KU: Three doubles matches go out at the same time, and then once everyone finishes, six singles matches go out at the same time. So even though you’re on a court by yourself or with your partner, there’s still a flow across three or six courts. We’ve cultivated a culture where there’s this call-and-response-type thing. So if someone yells, “Let’s go, Wes!” then at least one person will respond, and it just flows throughout the courts. One thing that makes our team really special is that we do [the call-and-response] for the whole match. Even though you are out there by yourself, you’re not really by yourself, because everyone’s trying to do the same thing and win for the team.

A: Recently—congratulations—you had your 100th career win against Colby. How did it feel to attain that mark after years of competing?

KU: Obviously, it felt really good to be following the footsteps of my sister, but also Eudice. Just to be in the company of them, [to be] on the same list of accomplishments, felt good. And I felt proud of doing that. 

A: As you mentioned, Eudice, your sister, and yourself are the three who have attained that mark. How has [Victoria’s] success and her drive motivated you to be better over the years?

KU: When I got here, we had one year of overlap, so we got to play doubles together. That was the year we won the National Championship. She was, at the time, the only senior, and also the captain, so she set the tone for the team. She’s a really hard worker, and the transition [from junior tennis to college tennis] is quite different, so she gave me a lot of good habits. My class looked up to her. When she graduated, we continued this team culture that started with Eudice.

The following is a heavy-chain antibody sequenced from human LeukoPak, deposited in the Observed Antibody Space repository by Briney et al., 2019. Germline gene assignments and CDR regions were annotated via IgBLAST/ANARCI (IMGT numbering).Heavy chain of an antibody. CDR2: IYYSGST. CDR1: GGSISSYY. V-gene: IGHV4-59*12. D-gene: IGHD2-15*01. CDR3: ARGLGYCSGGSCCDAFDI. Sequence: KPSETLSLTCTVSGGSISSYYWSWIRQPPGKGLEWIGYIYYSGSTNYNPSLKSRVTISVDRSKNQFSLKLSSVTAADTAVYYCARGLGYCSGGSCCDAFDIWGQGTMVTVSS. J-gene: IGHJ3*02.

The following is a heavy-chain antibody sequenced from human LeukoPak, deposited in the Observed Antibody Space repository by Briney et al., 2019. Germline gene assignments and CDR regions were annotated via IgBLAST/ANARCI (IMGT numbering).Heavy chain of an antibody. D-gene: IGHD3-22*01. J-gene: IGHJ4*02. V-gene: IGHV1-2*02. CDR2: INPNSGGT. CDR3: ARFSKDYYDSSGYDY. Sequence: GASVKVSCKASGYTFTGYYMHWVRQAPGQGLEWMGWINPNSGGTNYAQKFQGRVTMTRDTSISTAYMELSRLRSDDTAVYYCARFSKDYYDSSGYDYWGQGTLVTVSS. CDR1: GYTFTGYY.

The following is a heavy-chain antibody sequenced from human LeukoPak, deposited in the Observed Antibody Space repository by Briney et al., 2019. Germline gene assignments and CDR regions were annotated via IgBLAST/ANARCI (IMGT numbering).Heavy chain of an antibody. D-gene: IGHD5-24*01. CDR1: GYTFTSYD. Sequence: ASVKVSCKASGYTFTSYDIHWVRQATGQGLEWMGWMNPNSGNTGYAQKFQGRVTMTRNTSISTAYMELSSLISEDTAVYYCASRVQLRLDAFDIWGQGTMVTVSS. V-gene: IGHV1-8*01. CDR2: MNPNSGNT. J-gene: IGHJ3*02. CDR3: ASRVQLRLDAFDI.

A: Do you have any tips or factors that you think have helped you to consistently be able to go out there and compete?

KU: Honestly, just enjoy the moment and what you’re given at the time. Because this is my fifth year, but I had a couple of years taken away because of COVID, and it just flies by. It’s my last season, but it’s almost over now, so I’m just grateful to have been here for so long.